[linux-audio-dev] LADSPA Instruments

robbins jacob jacobrobbins_ at hotmail.com
Wed Apr 9 21:50:01 UTC 2003

While reading over the ladspa v1.1 header, i noticed that hint number 0x2C0 
is defined as follows:

   /* This default hint indicates that the Hz frequency of `concert A'
   should be used. This will be 440 unless the host uses an unusual
   tuning convention, in which case it may be within a few Hz. */
   #define LADSPA_HINT_DEFAULT_440     0x2C0

   These "LADSPA_HINT_DEFAULT_..." hints tell a host how to set the values 
for a port when the user doesn't supply any values.

   But then it hit me, "what kind of port could have a default defined as 
440 HZ, concert A?" Clearly, the only reasonable use for a port of this type 
is to control the pitch of an instrument-type object. Any ladpsa plugin that 
has a port with hint DEFAULT_440 set, be it a true synthesis-engine with no 
audio input ports, or some sort of tonal filter, can be used to generate 
coherent melodic output (ie tunes,songs,melodies,pitched-vocalizations...).

   This is important because it means that we can implement _right_now_ 
ladspa instruments that can be used without the user having to hook up 
control A to port B or generally know what the hell they're doing. In fact, 
the sine oscillator plugin, provided by Richard Furse as an example plugin 
for the ladspa sdk, is a reference example that host programmers can code 
off of _right_now_. Just remember that each ladspa plugin instance is a 
single voice, so polyphony must be implemented in the host. Fortunately, 
this is not that hard(*).

   The DEFAULT_440 hint took me by surprise because there aren't many ladspa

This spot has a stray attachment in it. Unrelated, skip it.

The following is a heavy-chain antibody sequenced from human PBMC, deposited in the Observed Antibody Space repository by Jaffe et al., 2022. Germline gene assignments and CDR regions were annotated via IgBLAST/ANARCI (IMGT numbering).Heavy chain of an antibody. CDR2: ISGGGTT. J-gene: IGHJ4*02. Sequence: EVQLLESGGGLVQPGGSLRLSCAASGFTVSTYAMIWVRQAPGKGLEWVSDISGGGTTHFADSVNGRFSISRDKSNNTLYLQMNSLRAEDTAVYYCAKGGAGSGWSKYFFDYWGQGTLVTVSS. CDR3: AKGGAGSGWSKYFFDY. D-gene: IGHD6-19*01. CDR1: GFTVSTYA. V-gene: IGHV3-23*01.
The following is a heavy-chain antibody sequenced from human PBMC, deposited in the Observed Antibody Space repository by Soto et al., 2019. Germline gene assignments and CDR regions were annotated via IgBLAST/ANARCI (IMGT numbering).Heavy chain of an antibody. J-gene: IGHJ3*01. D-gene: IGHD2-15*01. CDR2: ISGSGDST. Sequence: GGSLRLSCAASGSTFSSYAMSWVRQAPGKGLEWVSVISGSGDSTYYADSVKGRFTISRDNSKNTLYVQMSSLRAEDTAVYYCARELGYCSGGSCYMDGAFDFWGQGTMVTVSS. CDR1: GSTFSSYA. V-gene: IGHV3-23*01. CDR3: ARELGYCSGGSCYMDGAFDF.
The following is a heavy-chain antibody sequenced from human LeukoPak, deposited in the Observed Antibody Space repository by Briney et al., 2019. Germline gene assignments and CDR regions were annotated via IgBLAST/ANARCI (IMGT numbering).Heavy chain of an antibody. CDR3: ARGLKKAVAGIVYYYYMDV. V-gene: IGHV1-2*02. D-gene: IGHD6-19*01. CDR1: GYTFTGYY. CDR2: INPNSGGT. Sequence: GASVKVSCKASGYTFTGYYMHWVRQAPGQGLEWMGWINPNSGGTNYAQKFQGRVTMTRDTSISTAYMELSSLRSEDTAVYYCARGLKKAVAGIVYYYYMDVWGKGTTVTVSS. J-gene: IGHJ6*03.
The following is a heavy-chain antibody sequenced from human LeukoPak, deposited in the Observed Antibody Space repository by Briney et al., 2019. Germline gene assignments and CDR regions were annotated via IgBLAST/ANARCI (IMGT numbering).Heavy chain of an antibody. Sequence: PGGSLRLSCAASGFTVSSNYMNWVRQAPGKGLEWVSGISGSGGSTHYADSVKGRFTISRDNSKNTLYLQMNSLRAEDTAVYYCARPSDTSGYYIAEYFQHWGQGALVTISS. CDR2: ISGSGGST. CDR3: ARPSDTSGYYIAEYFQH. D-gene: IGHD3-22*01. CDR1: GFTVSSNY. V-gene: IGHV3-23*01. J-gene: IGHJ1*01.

virtual synths out there. With the use of this hint, coding a synth is about 
as simple as we would expect from ladspa: very. Many projects with 
integrated softsynths could put some of their core dsp routines into ladspa 
plugins and start seeing immediate benefits because the widespread use of 
the ladspa format facilitates sharing plugins between apps. Once again, this 
is all completely possible _right_now_ with the current version of ladspa.

   What's even better is that ladspa instruments will be automatically 
ported to the new XAP plugin format when it becomes available. This is 
because one of the first XAP plugins will be a plugin to "wrap" LADSPA 
plugins inside an XAP plugin. Plugin developers will then be able to choose 
whether to fully move to the new plugin architecture, continue using ladspa, 
or, (isn't linux great:) both.

   For the record, the XAP standard has settled on using linear pitch 
instead of pitch in HZ. linear pitch is defined as a floating point value, 
with 0 = 440 hz, and scale 1.0/octave. (example 440 hz = 0 lin pitch, 220 hz 
= -1 lin pitch, 110 hz = -2 lin pitch, 55 hz = -3 lin pitch). As you can 
see, the mapping between linear pitch and HZ is an isomorphism, so 
translation between the two is not much of an issue.

   Remember that each ladspa plugin instance is only ONE voice in a possibly 
polyphonous instrument. This means that plugin authors do not need to worry 
about the MIDI standard (voice_on, voice_off) at all if they don't want to. 
Translating from midi to ladspa is one of the host's burdens. I have placed 
a simple scheme for doing this at 


(*) to make a host use multiple ladspa plugin instances as a single 
polyphonous instrument do the following:
-make a linked list of all the plugin instances as you activate them
-make a linked list called active_instances and one called 
-add all plugin instances to the inactive_instances list
-have your realtime thread move instances from inactive_instances to 
active_instances when it activates them to handle a MIDI voice_on event, and 
back when a MIDI voice_off arrives saying that the note is finished. I have 
placed a simple scheme for handling input events at 

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